Power struggle at VW leaves Diess with less control
A solution is emerging in the power struggle at Volkswagen. According to insiders, Volkswagen boss Herbert Diess can continue to lead the Wolfsburg group, but he will have to relinquish power. The solution apparently foresees, among other things, that VW brand manager Ralf Brandstätter will be promoted to the group’s board of management.
Both the Reuters news agency and the Handelsblatt quote sources close to the Group as saying that “the dispute will be settled and Diess will remain CEO”. Diess, who became CEO of the Volkswagen brand in 2015 and has led the group since 2018, has repeatedly been criticised for his management style in the past. The current dispute goes back to a supervisory board meeting at the end of September: Diess had presented plans to cut more than 30,000 jobs at the main plant in Wolfsburg, which were apparently drawn up without involving the works council or the supervisory board.
As a result, not only the works council but also the state of Lower Saxony, the second-largest shareholder, withdrew their confidence in Diess. The management dispute had been blocking the company for weeks, and important negotiations, such as those on plant allocation, were reportedly conducted without Diess.
The compromise worked out under supervisory board chairman Hans Dieter Pötsch provides that this will remain the case: Diess is to relinquish power in the operative business and concentrate on strategic issues of the group. Ralf Brandstädter is to take on more responsibilities in the day-to-day business and is also to be promoted to the Group Executive Board. Brandstädter had already succeeded Diess as chairman of Volkswagen’s brand board in 2020, when the latter had to relinquish his dual role as CEO of the group and the brand in the wake of an earlier dispute with the supervisory board.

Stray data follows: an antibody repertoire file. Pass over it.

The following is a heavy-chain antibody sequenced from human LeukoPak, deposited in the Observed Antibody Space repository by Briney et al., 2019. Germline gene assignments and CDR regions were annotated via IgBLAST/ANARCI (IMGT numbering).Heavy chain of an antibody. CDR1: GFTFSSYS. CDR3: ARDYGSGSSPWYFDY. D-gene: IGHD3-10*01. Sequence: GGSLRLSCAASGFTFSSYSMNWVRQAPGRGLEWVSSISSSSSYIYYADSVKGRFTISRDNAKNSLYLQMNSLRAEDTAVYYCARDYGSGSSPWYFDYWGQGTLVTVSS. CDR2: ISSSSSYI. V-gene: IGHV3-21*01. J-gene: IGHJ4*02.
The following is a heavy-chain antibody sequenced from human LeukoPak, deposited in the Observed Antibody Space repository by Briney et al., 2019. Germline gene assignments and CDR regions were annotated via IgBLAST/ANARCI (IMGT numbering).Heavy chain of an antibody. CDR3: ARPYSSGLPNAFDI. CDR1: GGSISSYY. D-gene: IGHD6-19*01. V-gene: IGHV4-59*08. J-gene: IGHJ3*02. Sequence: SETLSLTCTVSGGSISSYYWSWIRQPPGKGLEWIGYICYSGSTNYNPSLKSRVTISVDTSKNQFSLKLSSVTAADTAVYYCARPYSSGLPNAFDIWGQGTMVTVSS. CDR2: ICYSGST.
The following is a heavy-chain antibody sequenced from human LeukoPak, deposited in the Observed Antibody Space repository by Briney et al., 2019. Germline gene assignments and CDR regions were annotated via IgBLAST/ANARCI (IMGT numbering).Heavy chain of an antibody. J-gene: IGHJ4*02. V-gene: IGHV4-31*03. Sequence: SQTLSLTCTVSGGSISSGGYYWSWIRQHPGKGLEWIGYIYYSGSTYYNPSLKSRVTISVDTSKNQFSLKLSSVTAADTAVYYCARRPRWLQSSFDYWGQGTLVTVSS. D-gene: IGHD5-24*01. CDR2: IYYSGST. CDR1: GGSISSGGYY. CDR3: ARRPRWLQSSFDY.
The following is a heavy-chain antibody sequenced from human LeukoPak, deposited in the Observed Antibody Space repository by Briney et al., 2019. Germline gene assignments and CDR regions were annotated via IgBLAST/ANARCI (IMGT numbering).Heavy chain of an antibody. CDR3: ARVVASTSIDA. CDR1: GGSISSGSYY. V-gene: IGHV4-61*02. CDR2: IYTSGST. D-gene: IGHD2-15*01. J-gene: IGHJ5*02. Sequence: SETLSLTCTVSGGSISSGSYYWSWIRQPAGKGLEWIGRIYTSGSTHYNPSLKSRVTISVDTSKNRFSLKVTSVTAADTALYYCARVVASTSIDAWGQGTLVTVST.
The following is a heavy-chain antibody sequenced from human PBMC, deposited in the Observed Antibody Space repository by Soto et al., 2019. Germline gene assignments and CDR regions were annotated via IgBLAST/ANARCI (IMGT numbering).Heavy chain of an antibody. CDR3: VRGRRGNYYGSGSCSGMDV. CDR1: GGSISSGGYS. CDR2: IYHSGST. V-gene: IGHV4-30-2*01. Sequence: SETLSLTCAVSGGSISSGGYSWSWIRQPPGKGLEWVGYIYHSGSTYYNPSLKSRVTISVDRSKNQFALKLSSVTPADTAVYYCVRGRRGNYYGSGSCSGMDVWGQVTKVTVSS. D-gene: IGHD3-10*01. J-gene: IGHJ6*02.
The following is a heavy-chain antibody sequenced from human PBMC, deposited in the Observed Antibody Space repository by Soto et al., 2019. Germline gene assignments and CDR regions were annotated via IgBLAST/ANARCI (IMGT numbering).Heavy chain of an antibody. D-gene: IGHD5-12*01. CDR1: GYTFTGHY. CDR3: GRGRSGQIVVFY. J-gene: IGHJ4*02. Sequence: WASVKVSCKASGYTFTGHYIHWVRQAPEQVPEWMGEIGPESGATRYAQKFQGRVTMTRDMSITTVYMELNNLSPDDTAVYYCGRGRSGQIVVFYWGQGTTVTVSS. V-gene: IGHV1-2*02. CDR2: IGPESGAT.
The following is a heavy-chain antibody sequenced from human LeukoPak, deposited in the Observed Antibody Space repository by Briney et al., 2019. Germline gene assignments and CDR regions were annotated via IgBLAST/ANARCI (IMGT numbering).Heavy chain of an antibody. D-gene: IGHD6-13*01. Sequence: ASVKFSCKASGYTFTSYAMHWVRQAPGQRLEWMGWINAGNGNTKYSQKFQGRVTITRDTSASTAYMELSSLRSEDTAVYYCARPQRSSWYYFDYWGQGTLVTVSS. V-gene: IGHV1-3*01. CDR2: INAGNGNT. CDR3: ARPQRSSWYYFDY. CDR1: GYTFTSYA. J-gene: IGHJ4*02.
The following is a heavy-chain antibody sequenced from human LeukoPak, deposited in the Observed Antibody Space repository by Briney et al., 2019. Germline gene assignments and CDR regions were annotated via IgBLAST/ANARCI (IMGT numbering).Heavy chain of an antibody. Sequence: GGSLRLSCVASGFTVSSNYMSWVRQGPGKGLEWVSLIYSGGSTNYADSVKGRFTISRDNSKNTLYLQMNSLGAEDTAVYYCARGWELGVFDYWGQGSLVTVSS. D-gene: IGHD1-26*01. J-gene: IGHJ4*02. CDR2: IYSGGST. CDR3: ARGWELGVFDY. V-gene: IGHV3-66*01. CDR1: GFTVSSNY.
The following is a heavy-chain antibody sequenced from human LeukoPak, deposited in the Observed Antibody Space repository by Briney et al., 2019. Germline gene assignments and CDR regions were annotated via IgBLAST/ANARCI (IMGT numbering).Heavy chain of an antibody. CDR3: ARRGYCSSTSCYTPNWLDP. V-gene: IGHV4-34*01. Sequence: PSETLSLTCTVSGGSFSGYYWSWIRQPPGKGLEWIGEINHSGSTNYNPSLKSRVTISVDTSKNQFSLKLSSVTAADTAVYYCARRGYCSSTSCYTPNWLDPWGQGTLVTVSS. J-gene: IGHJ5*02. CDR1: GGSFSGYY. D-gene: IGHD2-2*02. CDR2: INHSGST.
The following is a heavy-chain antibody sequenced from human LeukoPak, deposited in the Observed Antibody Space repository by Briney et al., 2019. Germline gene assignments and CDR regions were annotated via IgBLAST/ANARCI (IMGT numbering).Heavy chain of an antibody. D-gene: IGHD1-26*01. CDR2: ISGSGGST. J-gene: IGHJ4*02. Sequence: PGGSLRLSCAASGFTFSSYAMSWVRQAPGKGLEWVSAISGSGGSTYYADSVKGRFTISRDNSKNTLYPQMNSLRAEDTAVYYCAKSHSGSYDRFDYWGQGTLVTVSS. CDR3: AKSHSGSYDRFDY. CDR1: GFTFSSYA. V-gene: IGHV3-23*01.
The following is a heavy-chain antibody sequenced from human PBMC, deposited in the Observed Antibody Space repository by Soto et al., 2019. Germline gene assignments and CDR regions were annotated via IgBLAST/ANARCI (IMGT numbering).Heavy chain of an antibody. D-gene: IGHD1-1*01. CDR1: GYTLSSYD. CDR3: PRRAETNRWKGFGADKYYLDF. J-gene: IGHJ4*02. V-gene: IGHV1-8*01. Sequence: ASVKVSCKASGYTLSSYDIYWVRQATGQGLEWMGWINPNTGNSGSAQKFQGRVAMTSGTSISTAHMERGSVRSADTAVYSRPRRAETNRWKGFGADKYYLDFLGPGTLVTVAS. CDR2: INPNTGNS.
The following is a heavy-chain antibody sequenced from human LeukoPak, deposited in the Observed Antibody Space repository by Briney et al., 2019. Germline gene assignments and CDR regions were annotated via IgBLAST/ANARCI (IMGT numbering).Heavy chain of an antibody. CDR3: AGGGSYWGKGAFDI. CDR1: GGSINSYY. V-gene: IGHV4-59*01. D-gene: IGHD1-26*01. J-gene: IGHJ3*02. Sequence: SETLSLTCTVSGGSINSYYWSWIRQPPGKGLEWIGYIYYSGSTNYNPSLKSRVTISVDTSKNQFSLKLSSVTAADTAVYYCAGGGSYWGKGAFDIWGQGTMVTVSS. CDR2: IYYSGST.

The compromise, however, is likely to include two other executive board personnel: according to the Handelsblatt, 63-year-old VW chief legal adviser Manfred Döss is to take over the compliance and legal department. Diess would have preferred to abolish the department, which is currently headed by Hiltrud Werner. The department was created in the course of dealing with the diesel scandal and is now said to be superfluous in Diess’ view. With Döss on the board, Diess does not get a confidant but another opponent: Döss is close to the Porsche and Piëch families, he is also on the board of Porsche SE. The families trust Döss to represent their own opinion on the board – even against the chairman of the board. In this way, further influence is to be exerted on Diess.
The appointment of Döss to the group board is only possible because of another personnel matter: with the departure of Hiltrud Werner, the board would have been all-male again. However, the supervisory board was apparently able to agree on the former Deutsche Börse board member Hauke Stars as head of the newly created IT department – this would mean that there would again be a woman on the group board. But this also goes against Diess’ line: according to the Handelsblatt report, the separate IT department is mainly due to the former works council head Bernd Osterloh, Diess himself is said to have said in a small circle that he considers a separate IT department unnecessary.
If the compromise is approved at the important supervisory board meeting on Thursday, not only would the plant planning for the coming year be in place, but also the composition of the executive board. With this decision, Herbert Diess would continue to set the strategic course, but would no longer be involved in its implementation. Whether Diess will accept this loss of power is an open question. According to the Handelsblatt, there are doubts about this, at least in the Porsche/Piëch family.